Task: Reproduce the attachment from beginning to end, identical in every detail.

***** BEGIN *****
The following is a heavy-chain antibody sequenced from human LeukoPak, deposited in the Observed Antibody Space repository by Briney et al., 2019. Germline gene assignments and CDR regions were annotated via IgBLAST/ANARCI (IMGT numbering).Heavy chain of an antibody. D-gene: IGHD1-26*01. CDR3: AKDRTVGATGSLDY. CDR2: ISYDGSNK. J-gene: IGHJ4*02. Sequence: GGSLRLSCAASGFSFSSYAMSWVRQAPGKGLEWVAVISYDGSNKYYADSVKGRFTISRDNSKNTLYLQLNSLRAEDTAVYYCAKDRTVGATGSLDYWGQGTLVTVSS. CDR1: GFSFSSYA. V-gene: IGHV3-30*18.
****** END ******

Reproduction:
The following is a heavy-chain antibody sequenced from human LeukoPak, deposited in the Observed Antibody Space repository by Briney et al., 2019. Germline gene assignments and CDR regions were annotated via IgBLAST/ANARCI (IMGT numbering).Heavy chain of an antibody. D-gene: IGHD1-26*01. CDR3: AKDRTVGATGSLDY. CDR2: ISYDGSNK. J-gene: IGHJ4*02. Sequence: GGSLRLSCAASGFSFSSYAMSWVRQAPGKGLEWVAVISYDGSNKYYADSVKGRFTISRDNSKNTLYLQLNSLRAEDTAVYYCAKDRTVGATGSLDYWGQGTLVTVSS. CDR1: GFSFSSYA. V-gene: IGHV3-30*18.